After a few minutes, my testing counselor, a tall, relaxed-looking woman, walked toward me with a smile that immediately put me at ease. We walked into her office, where she introduced herself. Her name was Saadika, and she explained to me that I should be proud for coming to take the test. Then, she asked me a few questions about what brought me into her office. I told her about everything, from my recent hookup to my paranoia, which she listened to, all without judgment. I guess she sensed a deeper reason for my paranoia, which she finally got me to explain, "This was how God punished gay people." Her eyes were empathic, and she took my hand.

"I can assure you, it's not," she said. "I could give you plenty of examples, but I prefer to keep loving energy flowing through my office. Let's just say HIV isn't a punishment and neither are cancer, diabetes, sickle cell, or anything else. I'll start your test, and we will talk." After she went through all the steps, she set the timer to the longest 20-minute wait of my life. My fear began to reduce me to tears.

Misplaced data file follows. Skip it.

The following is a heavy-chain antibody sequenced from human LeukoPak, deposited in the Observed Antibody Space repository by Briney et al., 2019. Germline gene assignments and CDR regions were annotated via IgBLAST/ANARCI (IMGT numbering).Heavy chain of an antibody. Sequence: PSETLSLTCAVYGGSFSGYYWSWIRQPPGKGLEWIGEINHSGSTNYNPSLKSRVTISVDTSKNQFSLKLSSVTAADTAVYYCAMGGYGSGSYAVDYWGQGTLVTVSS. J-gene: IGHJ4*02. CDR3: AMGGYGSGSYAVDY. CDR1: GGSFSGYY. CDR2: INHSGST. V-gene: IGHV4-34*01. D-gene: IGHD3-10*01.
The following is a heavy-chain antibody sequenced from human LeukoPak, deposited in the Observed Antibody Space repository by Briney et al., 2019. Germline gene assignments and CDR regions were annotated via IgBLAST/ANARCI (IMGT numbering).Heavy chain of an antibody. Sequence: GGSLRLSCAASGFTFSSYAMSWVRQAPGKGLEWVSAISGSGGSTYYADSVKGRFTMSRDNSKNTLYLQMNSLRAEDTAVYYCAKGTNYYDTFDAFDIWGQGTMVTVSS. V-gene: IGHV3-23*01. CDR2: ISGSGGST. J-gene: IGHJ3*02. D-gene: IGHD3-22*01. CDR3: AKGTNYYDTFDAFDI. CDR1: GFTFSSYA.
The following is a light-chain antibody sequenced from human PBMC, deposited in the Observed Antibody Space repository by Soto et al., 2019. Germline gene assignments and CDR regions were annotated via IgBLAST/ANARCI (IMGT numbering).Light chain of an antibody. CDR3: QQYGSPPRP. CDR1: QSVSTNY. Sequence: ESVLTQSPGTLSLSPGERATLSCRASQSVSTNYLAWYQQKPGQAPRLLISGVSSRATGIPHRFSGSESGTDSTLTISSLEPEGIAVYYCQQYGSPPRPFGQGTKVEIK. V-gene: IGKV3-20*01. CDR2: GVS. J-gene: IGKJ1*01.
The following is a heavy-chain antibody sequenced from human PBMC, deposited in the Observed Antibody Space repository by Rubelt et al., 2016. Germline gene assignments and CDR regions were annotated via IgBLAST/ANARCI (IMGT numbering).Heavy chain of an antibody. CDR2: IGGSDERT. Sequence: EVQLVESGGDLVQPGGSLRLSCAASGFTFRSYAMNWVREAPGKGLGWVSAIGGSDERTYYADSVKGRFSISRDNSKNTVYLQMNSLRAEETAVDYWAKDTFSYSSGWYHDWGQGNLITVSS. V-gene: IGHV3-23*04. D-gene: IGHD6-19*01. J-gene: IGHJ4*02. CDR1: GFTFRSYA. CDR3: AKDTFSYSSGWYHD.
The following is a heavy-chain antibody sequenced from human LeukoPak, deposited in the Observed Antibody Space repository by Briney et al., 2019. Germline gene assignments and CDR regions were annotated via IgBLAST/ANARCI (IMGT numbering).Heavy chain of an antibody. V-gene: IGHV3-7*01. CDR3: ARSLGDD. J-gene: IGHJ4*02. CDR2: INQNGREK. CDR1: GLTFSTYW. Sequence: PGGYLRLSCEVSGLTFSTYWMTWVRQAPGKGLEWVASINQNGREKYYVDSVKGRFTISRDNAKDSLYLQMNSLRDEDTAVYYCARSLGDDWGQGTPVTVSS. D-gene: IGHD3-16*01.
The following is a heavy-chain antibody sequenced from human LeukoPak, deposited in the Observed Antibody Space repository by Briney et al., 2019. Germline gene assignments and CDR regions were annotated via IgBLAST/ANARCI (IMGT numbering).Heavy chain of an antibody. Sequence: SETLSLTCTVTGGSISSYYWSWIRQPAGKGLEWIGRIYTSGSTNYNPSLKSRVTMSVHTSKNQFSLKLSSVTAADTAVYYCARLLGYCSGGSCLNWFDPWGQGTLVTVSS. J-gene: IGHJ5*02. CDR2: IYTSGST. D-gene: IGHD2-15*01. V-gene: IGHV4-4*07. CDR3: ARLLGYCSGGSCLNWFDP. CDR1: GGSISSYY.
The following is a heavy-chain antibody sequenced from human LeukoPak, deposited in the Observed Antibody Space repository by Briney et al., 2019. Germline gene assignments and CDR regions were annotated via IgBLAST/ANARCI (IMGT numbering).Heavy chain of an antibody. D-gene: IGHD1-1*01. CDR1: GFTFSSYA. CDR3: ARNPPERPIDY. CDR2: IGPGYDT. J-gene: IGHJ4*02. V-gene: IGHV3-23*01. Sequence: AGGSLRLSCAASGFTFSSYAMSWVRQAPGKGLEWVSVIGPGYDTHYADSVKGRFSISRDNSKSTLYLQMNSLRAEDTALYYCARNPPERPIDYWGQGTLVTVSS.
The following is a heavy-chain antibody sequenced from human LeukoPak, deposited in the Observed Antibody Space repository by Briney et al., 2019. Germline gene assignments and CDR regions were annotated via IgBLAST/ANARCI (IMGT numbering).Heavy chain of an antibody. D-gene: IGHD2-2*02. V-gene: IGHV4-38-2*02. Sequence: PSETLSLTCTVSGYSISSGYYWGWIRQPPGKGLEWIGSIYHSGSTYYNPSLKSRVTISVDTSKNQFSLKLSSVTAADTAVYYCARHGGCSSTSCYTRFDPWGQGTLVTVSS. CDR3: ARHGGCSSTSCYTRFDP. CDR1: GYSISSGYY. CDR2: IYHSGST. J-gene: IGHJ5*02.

Saadika began to console me, and she said something so outrageous, that I couldn't help but abandon my emotions and look at her like she was crazy.

"God made sex for people to have, gay, straight and otherwise, and sex is good," she said.

I thought, This bitch has lost her mind. She proceeded, "You're almost 21, and you're so uptight. Getting laid more might be good for you. Do you know why I'm so calm, so happy right now? Because I had an orgasm last night. Am I encouraging you to be reckless? No. Use condoms, get tested regularly, have fun, don't be afraid to explore your sexuality. It's perfectly OK, and I promise God won't punish you for it. Once you get out and live, you'll understand how sex and divinity can go hand in hand."

I asked how. She shrugged, "God works in mysterious ways, and no matter what your result is today, you'll do what you need to do to keep moving forward. You're gonna be fine." At this point, her phone rang. She excused herself from the office to walk into the waiting room to prepare her next client.